A COLLECTION of rare Viking artefacts have gone missing from an historic North-East church.

A trio of sculptured stones dating back to early Medieval times were reported stolen from All Saints Church, in Sockburn, near Darlington, after church members discovered the pieces had vanished.

Police began investigating the possible theft last week, but the valuable Viking remains could have gone missing at any point since September 2015.

The collection of nationally-important stones are rare surviving examples of 9th and 10th Century Viking artefacts and police believe thieves could have removed the carved blocks for a number of reasons.

PC Simon Hopper, an officer investigating the case, said: “These items have significant historical value and might have been taken by someone with a genuine passion in this field who thought they could be better preserved elsewhere.

“It could also be the case they have been removed by someone who thought they would look nice in their garden and did not realise their value.

“But of course there is also the obvious possibility they have been stolen for potential monetary gain.”

The sculptured stones were collected during the 19th Century by landowner, Sir Edward Buckley, who restored and re-roofed part of the ruined Sockburn church specifically “for the reception and preservation of the ancient stones lying among the ruins”.

Preservation group, Historic England, expressed concern over the missing Medieval stones that were first catalogued in 1905 before being added to the Corpus of Anglo Saxon Sculpture in 1984.

Carol Pyrah, planning director for Historic England in the North-East, said: “We are extremely concerned about the loss of these early Medieval stones not only because they are works of art in their own right but also because of their contribution to the significance of this nationally-important archaeological site.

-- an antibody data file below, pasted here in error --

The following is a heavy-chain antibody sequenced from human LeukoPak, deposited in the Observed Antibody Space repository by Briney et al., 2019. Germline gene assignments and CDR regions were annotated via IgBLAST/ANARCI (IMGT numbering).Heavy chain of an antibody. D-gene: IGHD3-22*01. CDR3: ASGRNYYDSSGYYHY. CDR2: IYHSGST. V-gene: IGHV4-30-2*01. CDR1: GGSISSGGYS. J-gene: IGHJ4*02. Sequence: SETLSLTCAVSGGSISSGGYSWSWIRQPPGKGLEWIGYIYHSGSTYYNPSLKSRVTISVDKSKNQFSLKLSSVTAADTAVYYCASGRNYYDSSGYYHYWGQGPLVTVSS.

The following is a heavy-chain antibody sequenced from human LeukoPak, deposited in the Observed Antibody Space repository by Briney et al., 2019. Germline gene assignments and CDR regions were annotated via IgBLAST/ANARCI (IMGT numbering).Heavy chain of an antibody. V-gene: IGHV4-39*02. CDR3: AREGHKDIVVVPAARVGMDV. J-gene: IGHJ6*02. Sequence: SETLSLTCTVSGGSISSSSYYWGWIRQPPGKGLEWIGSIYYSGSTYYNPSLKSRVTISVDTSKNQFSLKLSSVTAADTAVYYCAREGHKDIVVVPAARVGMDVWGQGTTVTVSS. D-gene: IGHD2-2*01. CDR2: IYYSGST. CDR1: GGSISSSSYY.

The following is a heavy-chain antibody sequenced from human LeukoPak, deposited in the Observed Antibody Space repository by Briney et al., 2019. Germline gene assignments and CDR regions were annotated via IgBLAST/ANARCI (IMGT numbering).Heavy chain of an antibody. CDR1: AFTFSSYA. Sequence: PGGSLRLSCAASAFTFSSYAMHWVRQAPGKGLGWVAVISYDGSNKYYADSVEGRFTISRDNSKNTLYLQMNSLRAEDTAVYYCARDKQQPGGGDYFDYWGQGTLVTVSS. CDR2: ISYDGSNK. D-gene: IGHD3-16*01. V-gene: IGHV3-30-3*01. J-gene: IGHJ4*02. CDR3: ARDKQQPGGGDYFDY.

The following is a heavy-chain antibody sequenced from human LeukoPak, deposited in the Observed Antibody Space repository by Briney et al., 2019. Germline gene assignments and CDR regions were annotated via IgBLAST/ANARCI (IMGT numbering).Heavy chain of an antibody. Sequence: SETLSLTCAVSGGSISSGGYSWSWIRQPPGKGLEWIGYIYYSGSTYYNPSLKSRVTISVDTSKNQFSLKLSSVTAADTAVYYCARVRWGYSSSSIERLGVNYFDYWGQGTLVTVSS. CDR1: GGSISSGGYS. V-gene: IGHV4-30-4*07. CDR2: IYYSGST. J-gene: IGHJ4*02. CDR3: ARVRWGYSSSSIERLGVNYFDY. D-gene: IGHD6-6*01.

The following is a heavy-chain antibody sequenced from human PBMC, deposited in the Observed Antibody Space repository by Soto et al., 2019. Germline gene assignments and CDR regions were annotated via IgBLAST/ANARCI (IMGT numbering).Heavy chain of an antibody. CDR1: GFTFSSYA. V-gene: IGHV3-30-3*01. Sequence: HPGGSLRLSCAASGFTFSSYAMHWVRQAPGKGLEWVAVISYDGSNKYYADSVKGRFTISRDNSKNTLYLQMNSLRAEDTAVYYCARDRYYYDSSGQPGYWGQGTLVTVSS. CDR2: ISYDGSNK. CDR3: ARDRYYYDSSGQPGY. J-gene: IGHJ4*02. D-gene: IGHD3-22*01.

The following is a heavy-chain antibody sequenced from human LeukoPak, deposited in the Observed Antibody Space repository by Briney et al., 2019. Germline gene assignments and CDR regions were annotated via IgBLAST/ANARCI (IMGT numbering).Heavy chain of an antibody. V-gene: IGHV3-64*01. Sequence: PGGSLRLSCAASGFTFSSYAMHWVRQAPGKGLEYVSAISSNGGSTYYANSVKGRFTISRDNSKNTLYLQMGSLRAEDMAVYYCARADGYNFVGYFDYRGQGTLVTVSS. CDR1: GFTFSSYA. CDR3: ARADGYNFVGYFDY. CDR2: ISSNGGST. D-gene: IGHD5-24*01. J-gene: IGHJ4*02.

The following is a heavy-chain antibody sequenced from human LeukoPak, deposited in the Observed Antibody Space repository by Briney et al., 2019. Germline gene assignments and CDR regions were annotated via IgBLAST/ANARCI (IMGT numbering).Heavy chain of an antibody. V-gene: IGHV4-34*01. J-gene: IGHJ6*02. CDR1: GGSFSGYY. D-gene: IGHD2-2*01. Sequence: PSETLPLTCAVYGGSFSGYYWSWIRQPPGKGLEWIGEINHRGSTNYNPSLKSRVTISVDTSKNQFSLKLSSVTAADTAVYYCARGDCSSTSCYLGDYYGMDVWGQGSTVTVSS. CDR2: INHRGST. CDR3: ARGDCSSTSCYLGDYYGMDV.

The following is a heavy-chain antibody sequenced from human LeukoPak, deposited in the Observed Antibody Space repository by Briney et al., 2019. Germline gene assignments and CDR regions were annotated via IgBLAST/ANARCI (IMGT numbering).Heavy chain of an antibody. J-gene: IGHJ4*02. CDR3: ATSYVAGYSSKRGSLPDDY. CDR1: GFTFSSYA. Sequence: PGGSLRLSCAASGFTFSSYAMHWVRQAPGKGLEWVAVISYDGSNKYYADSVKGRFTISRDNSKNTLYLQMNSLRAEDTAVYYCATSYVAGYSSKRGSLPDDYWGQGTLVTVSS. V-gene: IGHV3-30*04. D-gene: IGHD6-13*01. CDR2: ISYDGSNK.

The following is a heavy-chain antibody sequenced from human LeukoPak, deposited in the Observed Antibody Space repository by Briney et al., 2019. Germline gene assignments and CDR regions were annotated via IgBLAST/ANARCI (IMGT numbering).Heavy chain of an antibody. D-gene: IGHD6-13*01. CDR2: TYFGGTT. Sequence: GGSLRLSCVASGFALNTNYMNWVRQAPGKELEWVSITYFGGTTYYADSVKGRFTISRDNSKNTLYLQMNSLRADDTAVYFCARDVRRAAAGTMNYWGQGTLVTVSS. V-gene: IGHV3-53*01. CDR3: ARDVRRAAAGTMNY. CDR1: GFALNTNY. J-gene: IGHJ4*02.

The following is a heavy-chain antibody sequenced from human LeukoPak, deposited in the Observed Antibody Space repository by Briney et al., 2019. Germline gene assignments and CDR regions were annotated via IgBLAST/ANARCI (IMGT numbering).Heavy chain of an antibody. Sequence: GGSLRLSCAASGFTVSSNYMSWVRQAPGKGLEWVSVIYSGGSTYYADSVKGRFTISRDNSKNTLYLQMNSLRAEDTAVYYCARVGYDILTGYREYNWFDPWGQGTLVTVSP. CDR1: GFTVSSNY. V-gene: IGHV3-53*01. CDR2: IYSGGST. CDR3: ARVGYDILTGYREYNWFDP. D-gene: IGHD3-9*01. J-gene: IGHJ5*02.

“We will continue to work with the owner and the police to raise awareness of their loss and hopefully to expedite their recovery.”

One of the missing artefacts is a fragment of a Medieval cross slab carved with a small sword and another piece dating back to the 9th Century includes a Viking runic inscription, which translates to “in memory of Mael-Muriel”.

Mark Harrison, national policing and crime advisor for Historic England, said: “This is not a victimless crime.

“Church buildings are places of cultural, historic, religious and – to many people – personal importance and the loss of these three nationally-significant stones robs us of our shared history.

“The value of England’s heritage cannot be judged in pounds and pence.

“The impact of theft on our historic buildings and cultural property has far-reaching consequences over and above the financial cost of what has been stolen.”

All Saints Church, which stands close to the North Yorkshire border on the outskirts of Darlington, is also a rare surviving example of both pre- and post-Norman Conquest church site and graveyard.

A Diocese of Durham spokesman said: “The removal of these important artefacts is of great concern.

“We would ask anyone who has any information that would lead to their safe return to come forward and contact the police as soon as possible.”